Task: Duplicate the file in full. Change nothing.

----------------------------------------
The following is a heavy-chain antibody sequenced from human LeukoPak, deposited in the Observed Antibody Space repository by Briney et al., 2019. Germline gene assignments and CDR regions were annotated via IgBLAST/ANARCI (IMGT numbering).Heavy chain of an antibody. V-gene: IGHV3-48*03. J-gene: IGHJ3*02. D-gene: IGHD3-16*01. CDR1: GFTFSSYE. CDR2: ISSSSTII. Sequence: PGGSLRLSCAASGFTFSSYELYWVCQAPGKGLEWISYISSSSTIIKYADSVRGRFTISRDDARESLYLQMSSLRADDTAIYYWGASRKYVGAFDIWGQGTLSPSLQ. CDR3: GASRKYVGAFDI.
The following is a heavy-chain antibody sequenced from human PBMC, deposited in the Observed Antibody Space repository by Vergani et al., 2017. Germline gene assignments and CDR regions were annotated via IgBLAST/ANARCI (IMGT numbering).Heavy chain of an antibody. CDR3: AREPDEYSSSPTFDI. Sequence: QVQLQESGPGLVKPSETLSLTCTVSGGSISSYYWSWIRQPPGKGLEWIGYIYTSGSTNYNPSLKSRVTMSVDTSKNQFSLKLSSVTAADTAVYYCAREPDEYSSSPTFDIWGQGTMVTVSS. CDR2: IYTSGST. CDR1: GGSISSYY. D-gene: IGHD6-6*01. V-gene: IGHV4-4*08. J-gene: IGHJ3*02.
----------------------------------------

The following is a heavy-chain antibody sequenced from human LeukoPak, deposited in the Observed Antibody Space repository by Briney et al., 2019. Germline gene assignments and CDR regions were annotated via IgBLAST/ANARCI (IMGT numbering).Heavy chain of an antibody. V-gene: IGHV3-48*03. J-gene: IGHJ3*02. D-gene: IGHD3-16*01. CDR1: GFTFSSYE. CDR2: ISSSSTII. Sequence: PGGSLRLSCAASGFTFSSYELYWVCQAPGKGLEWISYISSSSTIIKYADSVRGRFTISRDDARESLYLQMSSLRADDTAIYYWGASRKYVGAFDIWGQGTLSPSLQ. CDR3: GASRKYVGAFDI.
The following is a heavy-chain antibody sequenced from human PBMC, deposited in the Observed Antibody Space repository by Vergani et al., 2017. Germline gene assignments and CDR regions were annotated via IgBLAST/ANARCI (IMGT numbering).Heavy chain of an antibody. CDR3: AREPDEYSSSPTFDI. Sequence: QVQLQESGPGLVKPSETLSLTCTVSGGSISSYYWSWIRQPPGKGLEWIGYIYTSGSTNYNPSLKSRVTMSVDTSKNQFSLKLSSVTAADTAVYYCAREPDEYSSSPTFDIWGQGTMVTVSS. CDR2: IYTSGST. CDR1: GGSISSYY. D-gene: IGHD6-6*01. V-gene: IGHV4-4*08. J-gene: IGHJ3*02.